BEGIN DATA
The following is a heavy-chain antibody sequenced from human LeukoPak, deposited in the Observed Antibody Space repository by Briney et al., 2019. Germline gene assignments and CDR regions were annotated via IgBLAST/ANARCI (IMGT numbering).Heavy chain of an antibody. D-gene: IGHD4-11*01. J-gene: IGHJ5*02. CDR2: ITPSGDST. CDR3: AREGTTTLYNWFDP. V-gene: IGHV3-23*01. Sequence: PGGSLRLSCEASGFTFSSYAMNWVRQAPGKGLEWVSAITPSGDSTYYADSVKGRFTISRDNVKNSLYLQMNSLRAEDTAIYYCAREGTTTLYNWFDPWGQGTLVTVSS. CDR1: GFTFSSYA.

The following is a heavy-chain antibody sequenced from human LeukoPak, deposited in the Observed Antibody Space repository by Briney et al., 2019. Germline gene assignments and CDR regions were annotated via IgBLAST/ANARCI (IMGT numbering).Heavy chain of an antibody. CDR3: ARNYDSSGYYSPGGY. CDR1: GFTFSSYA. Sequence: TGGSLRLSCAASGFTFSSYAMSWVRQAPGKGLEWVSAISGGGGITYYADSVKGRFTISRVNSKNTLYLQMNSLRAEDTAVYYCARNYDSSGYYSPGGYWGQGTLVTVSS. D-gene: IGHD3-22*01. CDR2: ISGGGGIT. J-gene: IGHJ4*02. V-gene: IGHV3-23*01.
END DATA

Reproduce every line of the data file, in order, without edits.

The following is a heavy-chain antibody sequenced from human LeukoPak, deposited in the Observed Antibody Space repository by Briney et al., 2019. Germline gene assignments and CDR regions were annotated via IgBLAST/ANARCI (IMGT numbering).Heavy chain of an antibody. D-gene: IGHD4-11*01. J-gene: IGHJ5*02. CDR2: ITPSGDST. CDR3: AREGTTTLYNWFDP. V-gene: IGHV3-23*01. Sequence: PGGSLRLSCEASGFTFSSYAMNWVRQAPGKGLEWVSAITPSGDSTYYADSVKGRFTISRDNVKNSLYLQMNSLRAEDTAIYYCAREGTTTLYNWFDPWGQGTLVTVSS. CDR1: GFTFSSYA.

The following is a heavy-chain antibody sequenced from human LeukoPak, deposited in the Observed Antibody Space repository by Briney et al., 2019. Germline gene assignments and CDR regions were annotated via IgBLAST/ANARCI (IMGT numbering).Heavy chain of an antibody. CDR3: ARNYDSSGYYSPGGY. CDR1: GFTFSSYA. Sequence: TGGSLRLSCAASGFTFSSYAMSWVRQAPGKGLEWVSAISGGGGITYYADSVKGRFTISRVNSKNTLYLQMNSLRAEDTAVYYCARNYDSSGYYSPGGYWGQGTLVTVSS. D-gene: IGHD3-22*01. CDR2: ISGGGGIT. J-gene: IGHJ4*02. V-gene: IGHV3-23*01.